Taped to the top of my computer monitor are the words: “Storytelling and writing are actually two entirely different skill sets.” I think that quote is attributable to K.M. Weiland. It’s what makes writing a novel so difficult for me, and so seemingly easy for James Patterson. He comes up with so many plots so fast that he has to rely on co-writers to help write all the stories that pour out of his head. Patterson is a storyteller first and a writer second. I wish I had his facility for coming up with compelling “what if” situations and following them through to a finished novel that readers can’t put down. Alas, I’m a writer first and a storyteller second. Some lucky bums are equally good at both (Stephen King comes immediately to mind). So for me storytelling is the hard part.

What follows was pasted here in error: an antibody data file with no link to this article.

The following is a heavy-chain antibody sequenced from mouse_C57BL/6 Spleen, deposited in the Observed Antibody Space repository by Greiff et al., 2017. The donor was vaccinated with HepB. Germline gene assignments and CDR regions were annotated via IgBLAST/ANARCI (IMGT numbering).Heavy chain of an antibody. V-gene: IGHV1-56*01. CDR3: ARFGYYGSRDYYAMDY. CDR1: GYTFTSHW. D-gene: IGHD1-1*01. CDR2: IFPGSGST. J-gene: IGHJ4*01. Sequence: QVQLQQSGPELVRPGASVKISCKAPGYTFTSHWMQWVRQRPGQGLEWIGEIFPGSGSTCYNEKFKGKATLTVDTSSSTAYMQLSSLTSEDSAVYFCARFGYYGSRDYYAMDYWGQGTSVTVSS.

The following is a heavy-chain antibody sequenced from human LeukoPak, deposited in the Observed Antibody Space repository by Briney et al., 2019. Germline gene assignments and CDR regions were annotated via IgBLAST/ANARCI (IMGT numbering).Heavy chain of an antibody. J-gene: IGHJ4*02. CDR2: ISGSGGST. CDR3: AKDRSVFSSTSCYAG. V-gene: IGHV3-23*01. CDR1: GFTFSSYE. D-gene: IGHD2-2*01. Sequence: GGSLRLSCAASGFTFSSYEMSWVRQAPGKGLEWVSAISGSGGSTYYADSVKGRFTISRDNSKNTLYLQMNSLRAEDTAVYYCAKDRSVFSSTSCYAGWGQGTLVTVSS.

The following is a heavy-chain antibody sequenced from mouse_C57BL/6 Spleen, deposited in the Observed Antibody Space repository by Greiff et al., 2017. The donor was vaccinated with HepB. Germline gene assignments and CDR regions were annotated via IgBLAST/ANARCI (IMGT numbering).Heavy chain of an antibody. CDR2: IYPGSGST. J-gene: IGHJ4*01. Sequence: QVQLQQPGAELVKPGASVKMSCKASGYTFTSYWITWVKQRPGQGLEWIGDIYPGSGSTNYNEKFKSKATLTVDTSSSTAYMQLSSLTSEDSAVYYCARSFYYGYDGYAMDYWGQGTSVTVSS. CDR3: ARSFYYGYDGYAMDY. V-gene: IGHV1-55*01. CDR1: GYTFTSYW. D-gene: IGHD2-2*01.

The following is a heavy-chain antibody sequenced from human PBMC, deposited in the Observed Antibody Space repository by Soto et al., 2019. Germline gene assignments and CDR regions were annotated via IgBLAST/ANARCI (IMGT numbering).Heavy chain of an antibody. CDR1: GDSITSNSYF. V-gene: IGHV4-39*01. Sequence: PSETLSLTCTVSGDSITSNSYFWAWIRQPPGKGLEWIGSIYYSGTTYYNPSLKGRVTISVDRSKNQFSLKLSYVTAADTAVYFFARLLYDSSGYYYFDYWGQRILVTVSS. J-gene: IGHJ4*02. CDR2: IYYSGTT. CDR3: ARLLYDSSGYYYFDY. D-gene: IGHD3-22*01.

Hemingway wrote, “Prose is architecture, not interior decoration, and the Baroque is over.” I respectfully disagree. Had he said “My prose is architecture…” I’d agree wholeheartedly. For me, on the other hand, storytelling is architecture, style is interior design, and prose interior decoration. The first two come before the latter. Story and style are the skeleton, the actual writing adds flesh. And if the writing is to be more than a paint-by-the-numbers knockoff, the process must allow for serendipity, unforeseen juxtapositions and tangents.
I’m currently working on a story set on the San Mateo coast, where I’ve lived for the past 42 years. I’m getting to know the characters, their backstories, their motivations, their voices. I’m not yet quite sure how they all fit together, where their lives intersect, and what tone I want to adopt. Other than notes there isn’t much actual writing being done, and I’m getting antsy to start. But I still need to find that moment when all of the characters find themselves in the same place at the same time, and possibly even in the same pursuit. It’s a puzzle. Being an ensemble piece, I’ll require the assistance of more than one muse working in concert. I hope they’re able to get along.